According to cyber security expert Greg Austin, “the government is showing no interest in innovative approaches to privacy protection. It is showing a high degree of incompetence in protecting its own systems. It manifests a low degree of cyber security across the board.”

Given the appeal of health data to hackers and identity thieves, this is cause for serious concern.

Groups at risk from breaches of privacy

Privacy breaches are particularly high risk for employees, adolescents, those in family dispute and domestic violence situations, and those with mental health issues.

A substantial proportion of the population, in fact!

privacy breach


Unions have urged members to opt out of MHR because employer doctors (used, for example, for pre-employment health checks) could access, and then pass on to prospective employers, a worker’s entire medical history. Workers compensation claimants have also been warned to be wary about privacy.

The ADHA attempts to soothe these fears by saying it “does not consider an employment check is healthcare and therefore use of the My Health Record would not be permitted.”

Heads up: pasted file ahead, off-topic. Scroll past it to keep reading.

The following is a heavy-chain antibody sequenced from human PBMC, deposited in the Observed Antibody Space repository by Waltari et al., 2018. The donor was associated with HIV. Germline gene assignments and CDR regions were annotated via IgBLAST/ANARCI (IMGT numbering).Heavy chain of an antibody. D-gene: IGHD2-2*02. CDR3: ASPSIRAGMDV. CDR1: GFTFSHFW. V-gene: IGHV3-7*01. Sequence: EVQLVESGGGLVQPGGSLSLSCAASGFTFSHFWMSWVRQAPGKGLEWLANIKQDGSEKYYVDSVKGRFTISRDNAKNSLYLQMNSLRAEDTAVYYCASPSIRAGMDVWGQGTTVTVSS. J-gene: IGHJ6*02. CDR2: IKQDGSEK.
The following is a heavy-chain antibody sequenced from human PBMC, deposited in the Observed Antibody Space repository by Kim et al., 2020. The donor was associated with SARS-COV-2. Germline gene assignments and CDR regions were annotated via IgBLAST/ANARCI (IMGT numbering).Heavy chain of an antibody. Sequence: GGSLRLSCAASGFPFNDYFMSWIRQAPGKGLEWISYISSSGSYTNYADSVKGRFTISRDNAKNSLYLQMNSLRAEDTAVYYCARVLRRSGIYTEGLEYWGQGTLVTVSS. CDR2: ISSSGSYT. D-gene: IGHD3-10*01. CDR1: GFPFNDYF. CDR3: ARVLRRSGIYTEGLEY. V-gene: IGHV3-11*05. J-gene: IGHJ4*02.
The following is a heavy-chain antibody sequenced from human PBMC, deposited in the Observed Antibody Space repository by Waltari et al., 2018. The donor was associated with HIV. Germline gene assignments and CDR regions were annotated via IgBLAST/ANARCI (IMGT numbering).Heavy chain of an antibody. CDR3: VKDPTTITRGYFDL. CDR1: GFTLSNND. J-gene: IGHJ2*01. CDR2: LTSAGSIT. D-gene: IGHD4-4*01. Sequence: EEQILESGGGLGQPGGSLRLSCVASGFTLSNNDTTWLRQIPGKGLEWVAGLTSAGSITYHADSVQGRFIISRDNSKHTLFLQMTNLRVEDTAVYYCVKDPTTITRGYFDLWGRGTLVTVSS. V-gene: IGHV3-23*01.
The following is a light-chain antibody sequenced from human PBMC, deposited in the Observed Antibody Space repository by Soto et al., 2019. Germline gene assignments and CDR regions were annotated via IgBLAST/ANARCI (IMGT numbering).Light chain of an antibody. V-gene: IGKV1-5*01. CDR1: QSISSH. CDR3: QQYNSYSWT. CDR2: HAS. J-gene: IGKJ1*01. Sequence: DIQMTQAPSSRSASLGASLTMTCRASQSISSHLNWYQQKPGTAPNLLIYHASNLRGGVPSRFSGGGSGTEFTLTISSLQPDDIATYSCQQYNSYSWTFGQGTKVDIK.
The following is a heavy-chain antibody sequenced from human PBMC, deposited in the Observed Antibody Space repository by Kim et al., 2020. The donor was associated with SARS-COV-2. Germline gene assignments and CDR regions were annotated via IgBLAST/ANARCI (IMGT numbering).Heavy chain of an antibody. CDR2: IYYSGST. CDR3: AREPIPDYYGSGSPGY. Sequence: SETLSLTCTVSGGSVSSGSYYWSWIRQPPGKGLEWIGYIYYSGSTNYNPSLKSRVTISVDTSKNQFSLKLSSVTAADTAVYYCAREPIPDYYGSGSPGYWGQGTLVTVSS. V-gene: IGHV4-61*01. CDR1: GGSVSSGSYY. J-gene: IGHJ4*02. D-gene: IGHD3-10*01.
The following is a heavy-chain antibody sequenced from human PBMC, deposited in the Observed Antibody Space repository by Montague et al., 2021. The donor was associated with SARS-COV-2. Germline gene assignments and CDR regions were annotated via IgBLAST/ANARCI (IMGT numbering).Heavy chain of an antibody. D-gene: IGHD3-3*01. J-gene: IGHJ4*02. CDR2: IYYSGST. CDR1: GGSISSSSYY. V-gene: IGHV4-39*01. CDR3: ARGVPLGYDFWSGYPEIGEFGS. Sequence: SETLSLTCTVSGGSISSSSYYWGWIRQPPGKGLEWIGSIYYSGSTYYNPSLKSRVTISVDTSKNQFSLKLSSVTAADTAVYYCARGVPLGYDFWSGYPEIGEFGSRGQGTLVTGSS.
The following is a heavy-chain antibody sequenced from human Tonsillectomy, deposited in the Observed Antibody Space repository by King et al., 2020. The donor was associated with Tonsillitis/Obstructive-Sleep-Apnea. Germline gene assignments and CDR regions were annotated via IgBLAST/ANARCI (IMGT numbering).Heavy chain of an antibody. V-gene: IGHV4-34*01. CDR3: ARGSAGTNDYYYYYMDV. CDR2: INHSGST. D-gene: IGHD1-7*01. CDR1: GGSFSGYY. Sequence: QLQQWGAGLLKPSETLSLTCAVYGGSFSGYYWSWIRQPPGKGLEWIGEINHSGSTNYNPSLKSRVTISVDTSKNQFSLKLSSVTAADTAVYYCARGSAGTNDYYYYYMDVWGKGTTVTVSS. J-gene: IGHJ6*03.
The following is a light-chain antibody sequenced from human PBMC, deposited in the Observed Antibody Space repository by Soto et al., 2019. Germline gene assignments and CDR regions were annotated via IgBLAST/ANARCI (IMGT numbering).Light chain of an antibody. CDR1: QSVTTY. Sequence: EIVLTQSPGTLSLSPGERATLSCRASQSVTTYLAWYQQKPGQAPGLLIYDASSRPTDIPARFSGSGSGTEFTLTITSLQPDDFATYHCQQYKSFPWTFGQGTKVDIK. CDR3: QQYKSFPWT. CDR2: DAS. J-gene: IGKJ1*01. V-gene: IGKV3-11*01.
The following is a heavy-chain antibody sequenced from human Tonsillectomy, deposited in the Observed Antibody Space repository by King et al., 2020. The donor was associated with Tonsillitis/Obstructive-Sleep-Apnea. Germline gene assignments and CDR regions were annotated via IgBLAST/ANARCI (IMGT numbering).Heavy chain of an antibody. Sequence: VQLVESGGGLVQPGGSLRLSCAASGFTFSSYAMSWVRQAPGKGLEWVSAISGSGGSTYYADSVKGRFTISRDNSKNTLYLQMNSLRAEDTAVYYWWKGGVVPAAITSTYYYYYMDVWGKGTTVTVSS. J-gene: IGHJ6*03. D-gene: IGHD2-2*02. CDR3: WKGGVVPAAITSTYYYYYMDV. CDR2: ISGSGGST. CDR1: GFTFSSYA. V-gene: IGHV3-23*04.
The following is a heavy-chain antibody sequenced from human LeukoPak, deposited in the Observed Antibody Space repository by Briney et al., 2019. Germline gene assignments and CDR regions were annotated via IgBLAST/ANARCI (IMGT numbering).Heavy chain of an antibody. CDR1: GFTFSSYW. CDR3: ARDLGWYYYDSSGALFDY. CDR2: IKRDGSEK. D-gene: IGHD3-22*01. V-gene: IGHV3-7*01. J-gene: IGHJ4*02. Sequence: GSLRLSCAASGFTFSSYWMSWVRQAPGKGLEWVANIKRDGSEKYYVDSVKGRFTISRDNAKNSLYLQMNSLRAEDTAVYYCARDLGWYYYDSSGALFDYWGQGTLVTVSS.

What is permitted, however, and what is technically possible, are two distinct propositions, as Anna Johnston, former privacy commissioner, notes.

Legal experts say the unions have a case because the laws governing access are spread across several pieces of legislation and the rules are unclear.

“There are so many holes in the My Records Act, so much uncertainty in its flaccid drafting and so little regulation that there is a significant likelihood of unintended consequences,” says barrister,  Peter A Clarke, who has a particular interest in privacy.

As a basic precaution, advises lawyer Tom Ballantyne, workers should adjust their privacy settings to protect themselves as much as possible by restricting access to their data.


Young Australians are legally entitled to confidential health care, but default settings on MHR do not adequately protect their privacy, warn Melissa Kang and Lena Sanci.

Parents can access parts of their children’s MHR until they turn 18, including clinical notes, non-PBS medications, and specialists’ letters. Medicare-rebated services, including GP consultations, and PBS-subsidised scripts will not, however, be visible to parents once adolescents turn 14, even if they are still on the family Medicare card.

Adolescents can opt-out of MHR if they have turned 14, or parents can opt-out younger children. Those who do not opt-out can protect their privacy to some extent by adjusting their privacy settings. They can also ask health professionals not to upload sensitive data, although test results and x-rays may be uploaded before reaching the GP. To prevent this, the doctor requesting the procedure would need to instruct the service provider not to upload the data.